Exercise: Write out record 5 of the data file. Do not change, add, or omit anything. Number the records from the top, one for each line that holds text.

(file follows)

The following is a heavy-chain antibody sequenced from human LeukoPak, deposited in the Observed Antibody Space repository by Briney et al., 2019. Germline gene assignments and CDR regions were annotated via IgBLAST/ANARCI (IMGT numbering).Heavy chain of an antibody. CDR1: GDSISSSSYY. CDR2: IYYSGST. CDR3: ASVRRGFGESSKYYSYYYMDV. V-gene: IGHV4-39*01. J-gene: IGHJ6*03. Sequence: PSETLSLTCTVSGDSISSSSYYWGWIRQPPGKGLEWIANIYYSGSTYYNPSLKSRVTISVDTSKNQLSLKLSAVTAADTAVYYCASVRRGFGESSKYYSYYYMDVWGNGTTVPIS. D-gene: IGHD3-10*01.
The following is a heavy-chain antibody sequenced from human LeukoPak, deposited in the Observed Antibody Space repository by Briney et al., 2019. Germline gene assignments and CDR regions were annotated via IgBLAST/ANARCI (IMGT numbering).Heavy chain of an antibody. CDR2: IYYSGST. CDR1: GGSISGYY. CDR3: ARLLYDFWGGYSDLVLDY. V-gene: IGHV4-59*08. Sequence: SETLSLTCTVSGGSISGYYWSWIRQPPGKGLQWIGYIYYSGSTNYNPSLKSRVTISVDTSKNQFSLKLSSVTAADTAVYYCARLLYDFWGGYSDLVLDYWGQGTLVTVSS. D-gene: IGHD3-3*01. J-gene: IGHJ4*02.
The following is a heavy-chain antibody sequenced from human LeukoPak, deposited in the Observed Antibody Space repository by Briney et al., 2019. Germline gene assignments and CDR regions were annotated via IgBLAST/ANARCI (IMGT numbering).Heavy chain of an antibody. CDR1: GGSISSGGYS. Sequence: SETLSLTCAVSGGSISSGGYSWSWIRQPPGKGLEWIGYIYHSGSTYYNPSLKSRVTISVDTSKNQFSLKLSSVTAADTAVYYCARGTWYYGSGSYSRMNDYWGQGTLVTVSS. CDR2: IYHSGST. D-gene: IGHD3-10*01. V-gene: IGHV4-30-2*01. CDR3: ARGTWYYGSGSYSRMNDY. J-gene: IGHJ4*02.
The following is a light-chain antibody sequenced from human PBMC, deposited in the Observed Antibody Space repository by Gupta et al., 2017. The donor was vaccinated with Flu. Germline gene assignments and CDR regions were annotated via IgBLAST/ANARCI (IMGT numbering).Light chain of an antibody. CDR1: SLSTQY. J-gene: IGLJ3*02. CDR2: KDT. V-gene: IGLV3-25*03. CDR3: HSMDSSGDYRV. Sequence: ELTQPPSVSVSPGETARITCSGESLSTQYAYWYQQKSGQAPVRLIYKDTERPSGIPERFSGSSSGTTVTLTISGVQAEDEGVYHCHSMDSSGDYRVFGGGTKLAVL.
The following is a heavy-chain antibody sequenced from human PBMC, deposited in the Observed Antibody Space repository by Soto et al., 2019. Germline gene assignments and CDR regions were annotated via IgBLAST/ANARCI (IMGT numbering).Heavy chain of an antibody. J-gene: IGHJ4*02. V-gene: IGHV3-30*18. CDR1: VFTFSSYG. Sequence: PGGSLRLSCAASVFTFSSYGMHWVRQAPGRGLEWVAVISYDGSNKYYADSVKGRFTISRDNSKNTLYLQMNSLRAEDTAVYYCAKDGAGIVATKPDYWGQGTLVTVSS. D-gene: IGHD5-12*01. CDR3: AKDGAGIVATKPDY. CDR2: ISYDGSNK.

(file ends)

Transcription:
The following is a heavy-chain antibody sequenced from human PBMC, deposited in the Observed Antibody Space repository by Soto et al., 2019. Germline gene assignments and CDR regions were annotated via IgBLAST/ANARCI (IMGT numbering).Heavy chain of an antibody. J-gene: IGHJ4*02. V-gene: IGHV3-30*18. CDR1: VFTFSSYG. Sequence: PGGSLRLSCAASVFTFSSYGMHWVRQAPGRGLEWVAVISYDGSNKYYADSVKGRFTISRDNSKNTLYLQMNSLRAEDTAVYYCAKDGAGIVATKPDYWGQGTLVTVSS. D-gene: IGHD5-12*01. CDR3: AKDGAGIVATKPDY. CDR2: ISYDGSNK.